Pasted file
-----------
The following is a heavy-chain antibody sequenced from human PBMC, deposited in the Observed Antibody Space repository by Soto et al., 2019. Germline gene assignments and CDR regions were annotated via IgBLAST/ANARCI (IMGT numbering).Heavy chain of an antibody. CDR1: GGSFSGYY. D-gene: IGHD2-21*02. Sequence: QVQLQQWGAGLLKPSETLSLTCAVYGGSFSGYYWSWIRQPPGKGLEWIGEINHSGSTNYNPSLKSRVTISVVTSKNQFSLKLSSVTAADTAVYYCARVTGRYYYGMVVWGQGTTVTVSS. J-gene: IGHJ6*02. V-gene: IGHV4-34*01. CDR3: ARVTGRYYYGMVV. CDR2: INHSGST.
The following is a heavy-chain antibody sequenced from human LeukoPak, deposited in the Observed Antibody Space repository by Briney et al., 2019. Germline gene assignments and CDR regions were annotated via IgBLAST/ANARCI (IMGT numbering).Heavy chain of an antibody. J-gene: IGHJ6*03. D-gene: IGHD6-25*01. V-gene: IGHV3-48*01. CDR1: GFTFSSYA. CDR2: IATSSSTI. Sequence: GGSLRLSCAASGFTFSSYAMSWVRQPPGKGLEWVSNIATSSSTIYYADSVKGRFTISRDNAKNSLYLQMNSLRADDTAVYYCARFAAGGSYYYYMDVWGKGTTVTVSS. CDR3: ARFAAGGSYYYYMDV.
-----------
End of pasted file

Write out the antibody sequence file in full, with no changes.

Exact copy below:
The following is a heavy-chain antibody sequenced from human PBMC, deposited in the Observed Antibody Space repository by Soto et al., 2019. Germline gene assignments and CDR regions were annotated via IgBLAST/ANARCI (IMGT numbering).Heavy chain of an antibody. CDR1: GGSFSGYY. D-gene: IGHD2-21*02. Sequence: QVQLQQWGAGLLKPSETLSLTCAVYGGSFSGYYWSWIRQPPGKGLEWIGEINHSGSTNYNPSLKSRVTISVVTSKNQFSLKLSSVTAADTAVYYCARVTGRYYYGMVVWGQGTTVTVSS. J-gene: IGHJ6*02. V-gene: IGHV4-34*01. CDR3: ARVTGRYYYGMVV. CDR2: INHSGST.
The following is a heavy-chain antibody sequenced from human LeukoPak, deposited in the Observed Antibody Space repository by Briney et al., 2019. Germline gene assignments and CDR regions were annotated via IgBLAST/ANARCI (IMGT numbering).Heavy chain of an antibody. J-gene: IGHJ6*03. D-gene: IGHD6-25*01. V-gene: IGHV3-48*01. CDR1: GFTFSSYA. CDR2: IATSSSTI. Sequence: GGSLRLSCAASGFTFSSYAMSWVRQPPGKGLEWVSNIATSSSTIYYADSVKGRFTISRDNAKNSLYLQMNSLRADDTAVYYCARFAAGGSYYYYMDVWGKGTTVTVSS. CDR3: ARFAAGGSYYYYMDV.